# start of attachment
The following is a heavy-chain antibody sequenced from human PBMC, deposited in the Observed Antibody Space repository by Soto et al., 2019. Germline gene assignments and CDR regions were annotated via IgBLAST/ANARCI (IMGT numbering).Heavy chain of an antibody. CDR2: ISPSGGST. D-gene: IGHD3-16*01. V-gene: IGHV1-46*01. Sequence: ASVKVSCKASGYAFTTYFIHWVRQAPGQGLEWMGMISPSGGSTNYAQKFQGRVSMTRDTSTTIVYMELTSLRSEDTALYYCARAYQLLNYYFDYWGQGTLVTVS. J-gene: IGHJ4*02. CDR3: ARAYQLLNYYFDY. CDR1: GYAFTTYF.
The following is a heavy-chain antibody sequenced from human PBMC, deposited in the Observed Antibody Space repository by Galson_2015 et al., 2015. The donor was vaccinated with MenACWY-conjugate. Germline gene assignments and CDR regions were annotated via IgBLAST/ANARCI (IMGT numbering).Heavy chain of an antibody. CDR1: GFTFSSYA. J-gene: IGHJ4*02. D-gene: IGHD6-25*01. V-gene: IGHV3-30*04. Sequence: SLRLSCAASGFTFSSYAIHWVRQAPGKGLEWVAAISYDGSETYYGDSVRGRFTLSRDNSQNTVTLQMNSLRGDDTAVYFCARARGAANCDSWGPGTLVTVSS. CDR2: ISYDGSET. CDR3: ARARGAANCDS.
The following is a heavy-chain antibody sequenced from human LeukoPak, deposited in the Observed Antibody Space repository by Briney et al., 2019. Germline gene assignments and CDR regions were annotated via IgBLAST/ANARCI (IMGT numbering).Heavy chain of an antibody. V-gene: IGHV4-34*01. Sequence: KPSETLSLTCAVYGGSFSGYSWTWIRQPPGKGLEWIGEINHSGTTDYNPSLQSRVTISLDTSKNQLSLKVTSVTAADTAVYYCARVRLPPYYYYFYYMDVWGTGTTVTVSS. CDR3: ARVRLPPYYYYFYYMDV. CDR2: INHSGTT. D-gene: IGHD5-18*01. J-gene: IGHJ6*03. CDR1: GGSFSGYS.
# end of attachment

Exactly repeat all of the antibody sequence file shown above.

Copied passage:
The following is a heavy-chain antibody sequenced from human PBMC, deposited in the Observed Antibody Space repository by Soto et al., 2019. Germline gene assignments and CDR regions were annotated via IgBLAST/ANARCI (IMGT numbering).Heavy chain of an antibody. CDR2: ISPSGGST. D-gene: IGHD3-16*01. V-gene: IGHV1-46*01. Sequence: ASVKVSCKASGYAFTTYFIHWVRQAPGQGLEWMGMISPSGGSTNYAQKFQGRVSMTRDTSTTIVYMELTSLRSEDTALYYCARAYQLLNYYFDYWGQGTLVTVS. J-gene: IGHJ4*02. CDR3: ARAYQLLNYYFDY. CDR1: GYAFTTYF.
The following is a heavy-chain antibody sequenced from human PBMC, deposited in the Observed Antibody Space repository by Galson_2015 et al., 2015. The donor was vaccinated with MenACWY-conjugate. Germline gene assignments and CDR regions were annotated via IgBLAST/ANARCI (IMGT numbering).Heavy chain of an antibody. CDR1: GFTFSSYA. J-gene: IGHJ4*02. D-gene: IGHD6-25*01. V-gene: IGHV3-30*04. Sequence: SLRLSCAASGFTFSSYAIHWVRQAPGKGLEWVAAISYDGSETYYGDSVRGRFTLSRDNSQNTVTLQMNSLRGDDTAVYFCARARGAANCDSWGPGTLVTVSS. CDR2: ISYDGSET. CDR3: ARARGAANCDS.
The following is a heavy-chain antibody sequenced from human LeukoPak, deposited in the Observed Antibody Space repository by Briney et al., 2019. Germline gene assignments and CDR regions were annotated via IgBLAST/ANARCI (IMGT numbering).Heavy chain of an antibody. V-gene: IGHV4-34*01. Sequence: KPSETLSLTCAVYGGSFSGYSWTWIRQPPGKGLEWIGEINHSGTTDYNPSLQSRVTISLDTSKNQLSLKVTSVTAADTAVYYCARVRLPPYYYYFYYMDVWGTGTTVTVSS. CDR3: ARVRLPPYYYYFYYMDV. CDR2: INHSGTT. D-gene: IGHD5-18*01. J-gene: IGHJ6*03. CDR1: GGSFSGYS.